As I thought about that, another fact struck me. My entire non-fiction life has been that of a quest.

And so has yours.

During those quests, we have each met challenges great and small. We have battled giants—financial, employment, relationships—while on our quest. Incredible people and events have changed our course of action. Sometimes for good., Sometimes for evil.

Some of us have had a clear idea of what that quest looked like. We saw financial goals, retirement, a big house, travel, as the ultimate end of our quests. Others have had more esoteric and fulfilling quests to improve life and situations for our fellow human beings. That encompasses those who aimed for and perhaps created life-changing technologies or medical procedures, or who explored science and space in search of the answers to life’s basic questions. Come to think of it, I’d put the many theologians and impactful preachers into that category as well; people like Lewis (not just his fiction) or Augustine, or the Apostle Paul and the gospel writers.

All were on a quest. To understand their situation and strive toward a goal that would empirically change existing understanding or, more impactfully, change lives for the better.

Even at the simple unspectacular level of life that most of us inhabit, we are following a quest. It might be for job advancement, education, better parenting, or healthier lifestyles. But it is still a quest. Or, rather, numerous quests. It's what keeps us going day to day, through rain and snow, ups and downs, and through failures to success.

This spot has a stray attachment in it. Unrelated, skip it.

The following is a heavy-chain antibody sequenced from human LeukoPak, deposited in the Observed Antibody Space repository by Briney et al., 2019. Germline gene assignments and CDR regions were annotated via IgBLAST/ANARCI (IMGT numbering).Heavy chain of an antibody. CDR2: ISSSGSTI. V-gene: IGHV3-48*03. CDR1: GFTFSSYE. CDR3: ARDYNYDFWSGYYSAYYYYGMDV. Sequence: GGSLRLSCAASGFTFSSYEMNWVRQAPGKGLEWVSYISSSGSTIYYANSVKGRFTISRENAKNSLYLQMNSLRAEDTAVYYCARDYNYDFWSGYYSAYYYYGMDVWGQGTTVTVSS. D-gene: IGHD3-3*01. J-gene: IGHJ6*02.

Every day we set huge plans for the next day with zero knowledge of what that tomorrow might bring. But we go on the quest anyway. That is confidence!

I like quests. I like reading about them. They excite me. They invigorate me. They frustrate me. They lift me to new levels. They guide me and challenge me to put the novel down and take on my own quest.

As I read about Frodo and Sam climbing up Mount Doom, I recognize the frustrations, pain, and discouragements of my own quests. But I also see the challenge met and achieved, and it gives me hope and confidence.

For years I was a reporter, editor and broadcaster. Later I was a professor. Now I am a crisis management consultant.

But always, lurking in the background, was the dream of writing a novel. There were a thousand and one reasons why I should drop the idea. It was daunting. It was a lot of work. It was not fulfilling financially at a time when I still need to generate income. research showed me that it was very hard work that got even harder after publication. I had limited time to work on something so iffy. Worse, I had no concept for a plot or characters or situation.

But I absorbed the lessons of my fictional friends and accepted the challenge. I went on a quest. Now, some six years on, I just published my fourth novel and am now embarked on a fifth.

What kind of quest lies lurking in your life? They are there you know. Hiding, waiting for something or someone to ignite them.

Pick up your favourite novel—any novel—and see if there isn’t a quest hidden in the story. Step into the story. See the protagonist accept the challenge, He or she strives forward, is battered, disappointed, seemingly fails and then ultimately achieves.

I challenge you to go on a quest. Accept the challenge. Embrace it, warts and all, ups and downs, failures and successes.

It makes life worth living. I know. I followed my quest.

 

Saturday, 5 December 2020

Handel's Messiah: Hope for Covid times

 

Handel’s Messiah.  Hope during Covid

 

While Christmas may look and feel a bit different this year thanks to Covid, we cannot let the pandemic totally control our responses, emotions and thoughts.